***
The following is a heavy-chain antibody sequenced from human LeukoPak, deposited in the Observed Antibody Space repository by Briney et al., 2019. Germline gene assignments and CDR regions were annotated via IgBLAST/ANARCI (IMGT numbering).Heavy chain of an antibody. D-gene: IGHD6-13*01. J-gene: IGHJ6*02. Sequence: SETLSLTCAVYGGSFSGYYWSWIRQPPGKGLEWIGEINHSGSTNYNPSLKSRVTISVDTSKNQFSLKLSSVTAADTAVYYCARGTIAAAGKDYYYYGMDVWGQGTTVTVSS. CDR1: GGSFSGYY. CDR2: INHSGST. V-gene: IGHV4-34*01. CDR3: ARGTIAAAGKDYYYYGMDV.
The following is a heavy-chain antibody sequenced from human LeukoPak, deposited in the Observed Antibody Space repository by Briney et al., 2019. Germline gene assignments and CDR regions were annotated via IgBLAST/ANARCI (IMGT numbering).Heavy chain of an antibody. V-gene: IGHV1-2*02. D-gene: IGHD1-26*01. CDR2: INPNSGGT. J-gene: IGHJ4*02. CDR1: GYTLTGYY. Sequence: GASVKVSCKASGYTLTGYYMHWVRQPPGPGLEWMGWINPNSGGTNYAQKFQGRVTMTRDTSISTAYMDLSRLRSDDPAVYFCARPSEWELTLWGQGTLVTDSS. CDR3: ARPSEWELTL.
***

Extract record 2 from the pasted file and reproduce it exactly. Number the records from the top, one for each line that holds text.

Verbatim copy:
The following is a heavy-chain antibody sequenced from human LeukoPak, deposited in the Observed Antibody Space repository by Briney et al., 2019. Germline gene assignments and CDR regions were annotated via IgBLAST/ANARCI (IMGT numbering).Heavy chain of an antibody. V-gene: IGHV1-2*02. D-gene: IGHD1-26*01. CDR2: INPNSGGT. J-gene: IGHJ4*02. CDR1: GYTLTGYY. Sequence: GASVKVSCKASGYTLTGYYMHWVRQPPGPGLEWMGWINPNSGGTNYAQKFQGRVTMTRDTSISTAYMDLSRLRSDDPAVYFCARPSEWELTLWGQGTLVTDSS. CDR3: ARPSEWELTL.